What once were lush carpets of green are slowly withering away to crinkly, brown fire hazards. Frantic warnings about checking on the elderly are front page news. Dr. Mike, eschewing his white coat and for-show-only stethoscope, appears on Fox-29 to pontificate on the necessity of choosing the right sunblock (NOTE: these were called "suntan" lotions when I was a kid). Roy Oswalt lurches from the mound at Wrigley Stadium in a heat exhaustion haze. A section of I-95 (or is that 76? Or 476? Or Roosevelt Boulevard? No matter. It's a road) buckles under the pressure of oppressive heat. Cicadas belt out warning cries of "What the heck is wrong with you? Get inside!" The general populace sweats more than Mel Gibson at a B'Nai B'rith convention.
Don't get me wrong. I'm no Heat Miser. I enjoy basking in the pool like an overweight sea lion as much as anyone (as long as there are no killer whales around), but I often wonder:
What did mankind, the elderly, and small children do before air conditioning was invented a little over 100 years ago?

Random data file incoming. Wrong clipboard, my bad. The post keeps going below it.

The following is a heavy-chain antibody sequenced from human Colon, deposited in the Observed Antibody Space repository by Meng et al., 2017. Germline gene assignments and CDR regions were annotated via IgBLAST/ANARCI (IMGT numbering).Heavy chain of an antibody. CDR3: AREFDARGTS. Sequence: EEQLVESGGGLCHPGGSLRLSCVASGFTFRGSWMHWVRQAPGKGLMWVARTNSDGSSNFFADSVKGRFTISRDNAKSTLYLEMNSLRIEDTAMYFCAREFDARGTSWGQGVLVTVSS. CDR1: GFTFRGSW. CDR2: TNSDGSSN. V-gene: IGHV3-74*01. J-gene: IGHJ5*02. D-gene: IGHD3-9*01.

As recently as the 19th century, people were walking around wearing more clothes than you'd see at the Playboy Mansion in any given decade. Women, especially, had to endure a wardrobe which must have been as brutal as any afternoon on the Schuykill Expressway. What with all the lace, linen, crinoline (I think that's cloth), whalebone corsets, bonnets (for the love of all that's holy), and stays made of...something, it's a wonder there weren't more Lizzie Bordens around to go crackers with an ax.
From what I read (I'm not old to have actually experienced it. Close) the weather was absolutely horrendous in Gettysburg in July, 1863 when the Southern army wandered into Pennsylvania looking for some tank tops and board shorts at Ye Olde Forman Mills. What with the long-sleeve wool uniforms, it's no wonder there was a huge fight for three days.
What I'm getting at is, that while I agree this weather is dreadful, it could be worse.
If nothing else, winter is coming.
|Thou should quit your whinin' and pick up a hammer|